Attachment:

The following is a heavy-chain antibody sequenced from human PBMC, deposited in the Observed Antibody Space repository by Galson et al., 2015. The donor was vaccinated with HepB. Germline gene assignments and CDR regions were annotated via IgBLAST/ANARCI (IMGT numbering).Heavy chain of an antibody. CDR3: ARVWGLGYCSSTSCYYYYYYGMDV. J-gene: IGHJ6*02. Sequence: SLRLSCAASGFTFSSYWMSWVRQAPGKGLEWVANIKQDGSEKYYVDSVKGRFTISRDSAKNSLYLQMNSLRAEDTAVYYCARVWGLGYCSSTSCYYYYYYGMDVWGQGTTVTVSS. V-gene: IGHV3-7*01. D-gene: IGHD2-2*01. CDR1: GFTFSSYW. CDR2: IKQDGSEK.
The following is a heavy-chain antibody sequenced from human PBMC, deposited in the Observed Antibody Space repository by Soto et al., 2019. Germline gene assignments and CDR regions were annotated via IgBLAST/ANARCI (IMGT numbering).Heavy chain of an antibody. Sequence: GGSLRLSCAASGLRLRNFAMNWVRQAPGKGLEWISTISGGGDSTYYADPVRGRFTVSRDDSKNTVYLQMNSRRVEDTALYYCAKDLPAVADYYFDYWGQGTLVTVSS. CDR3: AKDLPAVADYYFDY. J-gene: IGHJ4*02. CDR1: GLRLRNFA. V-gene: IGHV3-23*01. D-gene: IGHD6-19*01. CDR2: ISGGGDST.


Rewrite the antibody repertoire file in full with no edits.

The following is a heavy-chain antibody sequenced from human PBMC, deposited in the Observed Antibody Space repository by Galson et al., 2015. The donor was vaccinated with HepB. Germline gene assignments and CDR regions were annotated via IgBLAST/ANARCI (IMGT numbering).Heavy chain of an antibody. CDR3: ARVWGLGYCSSTSCYYYYYYGMDV. J-gene: IGHJ6*02. Sequence: SLRLSCAASGFTFSSYWMSWVRQAPGKGLEWVANIKQDGSEKYYVDSVKGRFTISRDSAKNSLYLQMNSLRAEDTAVYYCARVWGLGYCSSTSCYYYYYYGMDVWGQGTTVTVSS. V-gene: IGHV3-7*01. D-gene: IGHD2-2*01. CDR1: GFTFSSYW. CDR2: IKQDGSEK.
The following is a heavy-chain antibody sequenced from human PBMC, deposited in the Observed Antibody Space repository by Soto et al., 2019. Germline gene assignments and CDR regions were annotated via IgBLAST/ANARCI (IMGT numbering).Heavy chain of an antibody. Sequence: GGSLRLSCAASGLRLRNFAMNWVRQAPGKGLEWISTISGGGDSTYYADPVRGRFTVSRDDSKNTVYLQMNSRRVEDTALYYCAKDLPAVADYYFDYWGQGTLVTVSS. CDR3: AKDLPAVADYYFDY. J-gene: IGHJ4*02. CDR1: GLRLRNFA. V-gene: IGHV3-23*01. D-gene: IGHD6-19*01. CDR2: ISGGGDST.